Emergence of proposed basin level institutional mechanism for effective plan implementation and delivery should be given immediate attention. Climate change is still at its infancy stage, therefore an added focus on local understanding of climate change, adaptation and mitigation strategies, and natural resources conservation are important. Immediate efforts towards seeking solutions to gaps in knowledge, technology and resources are required.  Furthermore, developing a computer based decision support system (DSS) for a basin will facilitate decision makers and engineers with strategic decisions and rule settings for water management.

NSKCC is still at the formation level; consultation for national or regional level plans has not been an open ended process. Involvement of experts, research institutions, civil society organisations, and affected citizens has been limited. Therefore, future consultations must involve these target groups and comments from public must find mention for effective implementation. Hence preparatory as well later implementation process needs to be more open, democratic and sustainable. Therefore establishing multi-sectoral and multi-stakeholders relationship can be of immense help, as listed below:

 Science and technology can be instrumental in providing research solutions to support climate change knowledge and decisions.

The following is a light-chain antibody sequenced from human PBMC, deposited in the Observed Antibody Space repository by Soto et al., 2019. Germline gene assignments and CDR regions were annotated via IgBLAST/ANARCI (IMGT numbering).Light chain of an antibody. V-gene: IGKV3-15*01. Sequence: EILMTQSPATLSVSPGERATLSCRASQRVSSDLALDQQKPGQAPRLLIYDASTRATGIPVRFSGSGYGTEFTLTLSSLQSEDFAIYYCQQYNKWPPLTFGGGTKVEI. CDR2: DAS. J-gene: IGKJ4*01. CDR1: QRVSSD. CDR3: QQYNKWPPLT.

Academic institutions support research on climate hazard, possible adaptation change and capacity building can be incorporated in curriculum and regional consultancy projects.

 • Community based organisations can be relevant for awareness and capacity building needs of vulnerable sections of the society. They can act as centres of dissemination, good governance practices, and lessons learned from implementation.

 • Corporate sector can support special designed projects in climate change mitigation and pro-people initiatives.

 • State and local government can administer convergence climate change related threats and provide supportive environment for various actors and implementers. Consistent engagement of government with minimal disruption from policy can lead to sustained efforts towards climate change.

 This paper locates climate change efforts and activities in the broader canvas. The inclusion of local level actions, various tools, technologies, institutions and organisations aims for a holistic vision on sustainable development.